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News Archive

3rd International Animal Rights Day: 10th December 2000

This was the third year of candle-lit vigils at sites of animal abuse, held to commemorate International Animal Rights Day (IARD). These vigils also commemorate the Universal Declaration of Animal Rights (UDAR), which was launched 3 years ago on the 50th anniversary of the Universal Declaration of Human Rights in 1948 (UDHR). Uncaged Campaigns joined forces with Cambridge group Animals People and Environment (APE) to hold a candle-lit vigil outside the main offices of Imutran. More.

Injunction Update

The High Court hearing (see below) will carry over on Monday 18th December at 10.45am. The Vice Chancellor has agreed with an Imutran appeal that the hearing should not be open to the public.

Straw Vetoes Inquiry into Horrific Primate Suffering - High Court Hearing will put Home Office on Trial

In an extraordinary announcement, the Home Secretary has refused to investigate a research programme involving the horrific suffering and deaths of hundreds of higher primates. The research into cross-species transplant experiments also involved breaches of the law and was littered with hundreds of errors, some of which had painful and lethal consequences for the monkeys concerned.

Imutran Ltd, the Cambridge-based biotech subsidiary of the multinational drug company Novartis, was responsible for the research programme. On Thursday 14th December (commencing 2.00pm) Imutran will attempt to obtain an injunction against anti-cruelty group Uncaged Campaigns and the organisation's Director, Dan Lyons, at the High Court in London to prevent the evidence from being placed in the public domain.

Several thousand pages of documents leaked to Uncaged Campaigns from Imutran in spring were reported on by the Daily Express on September 21. They reveal starkly how monkeys and wild-caught baboons had been observed shivering, unsteady, in spasm, swollen, bruised and with blood and pus seeping from wounds after Imutran scientists had transplanted transgenic pig hearts and kidneys into the primates. In one of the most grotesque studies, one monkey which had a pig heart transplanted into its neck was seen holding the transplant which was "swollen red" and "seeping yellow fluid" in its final days. The experiments were performed at controversial testing company Huntingdon Life Sciences, who were responsible for many of the errors in the conduct of the research.

The episode highlights the cosy relationship between Home Office Inspectors - charged with regulating animal research - and the establishments they are supposed to regulate. These experiments were conducted with the blessing and support of the Home Office, despite a legal ban on "severe" suffering (1). Breaches in laws and regulations went unpunished even when they lead to the suffering and death of animals.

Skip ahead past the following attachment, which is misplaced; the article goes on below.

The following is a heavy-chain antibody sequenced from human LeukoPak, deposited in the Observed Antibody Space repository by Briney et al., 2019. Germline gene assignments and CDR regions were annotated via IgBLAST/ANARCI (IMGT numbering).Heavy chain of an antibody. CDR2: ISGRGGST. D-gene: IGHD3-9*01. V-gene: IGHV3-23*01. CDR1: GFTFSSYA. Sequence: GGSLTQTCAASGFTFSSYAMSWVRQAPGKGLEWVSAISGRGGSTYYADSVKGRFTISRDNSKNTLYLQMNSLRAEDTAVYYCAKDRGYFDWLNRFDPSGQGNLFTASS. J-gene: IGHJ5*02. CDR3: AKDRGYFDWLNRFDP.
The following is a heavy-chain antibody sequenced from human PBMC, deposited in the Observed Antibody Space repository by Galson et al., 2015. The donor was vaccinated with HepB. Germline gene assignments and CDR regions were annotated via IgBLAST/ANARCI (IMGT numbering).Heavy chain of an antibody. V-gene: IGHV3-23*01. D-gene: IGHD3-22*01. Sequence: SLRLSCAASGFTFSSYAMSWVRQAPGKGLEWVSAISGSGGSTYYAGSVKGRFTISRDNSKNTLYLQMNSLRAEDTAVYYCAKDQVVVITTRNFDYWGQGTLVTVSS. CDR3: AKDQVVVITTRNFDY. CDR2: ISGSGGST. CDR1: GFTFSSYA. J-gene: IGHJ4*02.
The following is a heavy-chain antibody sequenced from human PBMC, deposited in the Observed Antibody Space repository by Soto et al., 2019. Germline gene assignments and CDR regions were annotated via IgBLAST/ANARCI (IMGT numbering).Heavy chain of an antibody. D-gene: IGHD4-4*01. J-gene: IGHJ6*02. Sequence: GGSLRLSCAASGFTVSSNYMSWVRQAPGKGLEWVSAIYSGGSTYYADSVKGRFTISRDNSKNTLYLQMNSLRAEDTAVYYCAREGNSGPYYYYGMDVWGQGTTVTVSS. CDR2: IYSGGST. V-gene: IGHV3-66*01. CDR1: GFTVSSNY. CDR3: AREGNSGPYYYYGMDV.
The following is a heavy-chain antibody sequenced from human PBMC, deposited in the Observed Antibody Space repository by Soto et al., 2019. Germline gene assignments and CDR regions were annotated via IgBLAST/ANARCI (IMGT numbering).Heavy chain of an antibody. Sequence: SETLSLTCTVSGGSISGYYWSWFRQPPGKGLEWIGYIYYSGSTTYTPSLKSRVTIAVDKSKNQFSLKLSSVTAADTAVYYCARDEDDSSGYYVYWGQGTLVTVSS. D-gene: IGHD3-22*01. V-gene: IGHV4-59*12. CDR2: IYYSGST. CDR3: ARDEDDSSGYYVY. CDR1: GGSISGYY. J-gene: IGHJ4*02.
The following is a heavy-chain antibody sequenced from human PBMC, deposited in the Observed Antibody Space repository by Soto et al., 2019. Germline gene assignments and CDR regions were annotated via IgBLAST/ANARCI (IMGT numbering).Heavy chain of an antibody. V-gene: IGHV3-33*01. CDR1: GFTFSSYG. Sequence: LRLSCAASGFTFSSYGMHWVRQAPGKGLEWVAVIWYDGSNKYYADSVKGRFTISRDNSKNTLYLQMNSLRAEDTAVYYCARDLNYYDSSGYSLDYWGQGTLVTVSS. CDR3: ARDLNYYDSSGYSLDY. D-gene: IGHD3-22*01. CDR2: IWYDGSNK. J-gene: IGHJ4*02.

After the story was revealed in the Daily Express and by Uncaged Campaigns on 21 September, the Junior Home Office Minister Mike O'Brien announced that allegations of wrongdoing in animal research would be investigated by the Home Office Inspectorate, and overseen by the advisory Animal Procedures Committee (2).

However, in a quite breathtaking move, a subsequent announcement by Home Secretary Jack Straw has quashed the inquiry (3).

Dan Lyons, author of the 150 page Diaries of Despair report based on the documents, comments:

"This is the most deplorable and desperate reaction I have witnessed from this Government. It is clearly a last-ditch attempt to keep a lid on what will inevitably be an embarrassing episode for the Home Office.

"The Home Office appears to be content for companies involved in vivisection to break the law and inflict horrific suffering on animals - and is committed to protecting them from justice. This is a scandal of profound significance."

The injunction hearing will effectively put the Home Office on trial. One of the central arguments for the Defence is that there is a clear public interest in the facts about this research being widely known because, among other reasons, there is evidence that:

  • The Home Office has failed to regulate the research properly because of its indulgent attitude to the researchers and corresponding disregard for animal welfare, in contravention of the Animals (Scientific Procedures) Act 1986.
  • Imutran's experiments caused severe suffering, which is illegal (4).
  • Imutran have distorted the truth in their public statements about the success of the research and the welfare of the primates.

Dan Lyons comments:

"The stakes in the case could not be higher. Apart from being a test case for freedom of expression under the new Human Rights Act, the Home Office is effectively on trial. We have a very strong case and, if the judgement is favourable to us, it will send a clear message to the Government that it can no longer bend the rules and flout the law in favour of powerful commercial interests. By publishing the documents, we have merely sought to stimulate public debate and try to ensure that the Home Office gives the interests of animals the consideration that the law and the public demands."